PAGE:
Watson, the I.B.M.-built computer that won a game of “Jeopardy” last week over two human opponents, does not come within a million miles of replicating the achievements of everyday human thought. Watson’s builders know this; when they are interviewed they are careful to stay away from claims that their creation simulates human mental processes (although they also murmur something about future hopes). But those in charge of the artificial intelligence hype are not so careful and they delight in exciting us and frightening us with the fiction of a machine that can think. It’s great theater, or in Watson’s case, great television, but that’s all it is.
Embedded in a cell phone or in accessories such as rings, bracelets or watches, the novel tools aim to make it easier to manage hypertension. But they must still pass several tests before hitting the clinic.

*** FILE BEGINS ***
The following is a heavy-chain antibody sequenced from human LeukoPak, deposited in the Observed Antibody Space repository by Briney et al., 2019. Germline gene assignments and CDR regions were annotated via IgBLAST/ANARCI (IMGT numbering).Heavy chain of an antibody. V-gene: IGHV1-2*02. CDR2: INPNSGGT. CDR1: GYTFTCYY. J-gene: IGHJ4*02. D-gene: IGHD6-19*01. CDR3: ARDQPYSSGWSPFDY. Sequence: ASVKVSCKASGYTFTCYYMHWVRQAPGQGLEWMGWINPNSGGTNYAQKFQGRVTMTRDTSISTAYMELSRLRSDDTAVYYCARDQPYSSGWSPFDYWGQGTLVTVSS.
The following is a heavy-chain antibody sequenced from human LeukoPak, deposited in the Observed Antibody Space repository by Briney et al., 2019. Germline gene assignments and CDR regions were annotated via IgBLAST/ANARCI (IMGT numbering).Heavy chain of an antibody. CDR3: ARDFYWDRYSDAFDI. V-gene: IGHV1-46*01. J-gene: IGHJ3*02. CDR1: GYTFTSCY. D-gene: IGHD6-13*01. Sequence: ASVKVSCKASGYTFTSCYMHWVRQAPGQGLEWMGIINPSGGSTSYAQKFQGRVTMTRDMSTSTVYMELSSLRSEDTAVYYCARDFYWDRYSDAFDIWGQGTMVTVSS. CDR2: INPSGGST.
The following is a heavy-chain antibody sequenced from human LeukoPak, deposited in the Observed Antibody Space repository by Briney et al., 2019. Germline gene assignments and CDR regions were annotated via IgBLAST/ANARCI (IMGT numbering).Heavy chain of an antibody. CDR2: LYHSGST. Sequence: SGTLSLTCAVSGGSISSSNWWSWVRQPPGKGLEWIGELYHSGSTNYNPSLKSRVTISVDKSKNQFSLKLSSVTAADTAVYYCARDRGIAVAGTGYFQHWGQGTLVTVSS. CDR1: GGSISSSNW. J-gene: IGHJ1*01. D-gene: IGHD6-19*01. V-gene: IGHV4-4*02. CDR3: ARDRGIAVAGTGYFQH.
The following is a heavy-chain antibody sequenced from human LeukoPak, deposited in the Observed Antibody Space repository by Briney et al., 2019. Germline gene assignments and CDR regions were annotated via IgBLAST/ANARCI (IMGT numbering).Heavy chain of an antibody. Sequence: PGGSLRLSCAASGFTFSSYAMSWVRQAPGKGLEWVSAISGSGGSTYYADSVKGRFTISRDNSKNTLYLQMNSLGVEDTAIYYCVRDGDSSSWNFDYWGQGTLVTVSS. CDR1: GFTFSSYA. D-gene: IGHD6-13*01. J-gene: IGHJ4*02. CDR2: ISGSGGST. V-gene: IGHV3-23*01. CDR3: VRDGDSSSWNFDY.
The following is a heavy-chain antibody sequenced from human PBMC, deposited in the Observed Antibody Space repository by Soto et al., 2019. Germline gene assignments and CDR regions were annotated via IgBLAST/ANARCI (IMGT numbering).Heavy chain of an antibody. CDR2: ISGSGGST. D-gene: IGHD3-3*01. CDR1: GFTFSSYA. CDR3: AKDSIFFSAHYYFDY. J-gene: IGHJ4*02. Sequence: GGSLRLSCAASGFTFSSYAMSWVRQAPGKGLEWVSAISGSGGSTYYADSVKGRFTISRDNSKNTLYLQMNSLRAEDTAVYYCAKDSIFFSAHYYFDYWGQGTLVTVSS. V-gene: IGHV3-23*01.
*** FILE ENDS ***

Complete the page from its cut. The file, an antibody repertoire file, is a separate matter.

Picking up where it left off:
Without even realizing it, we’ve actually become pretty god-like in our powers.
The study is a solid step toward developing gene therapies against neurodevelopmental disorders.
Lab experiments showed Caribbean box jellyfish are quick studies of their environment.
Take it from teamwork gurus behind Apple and Star Wars — a new kind of psychological incubator will allow your creativity to flourish.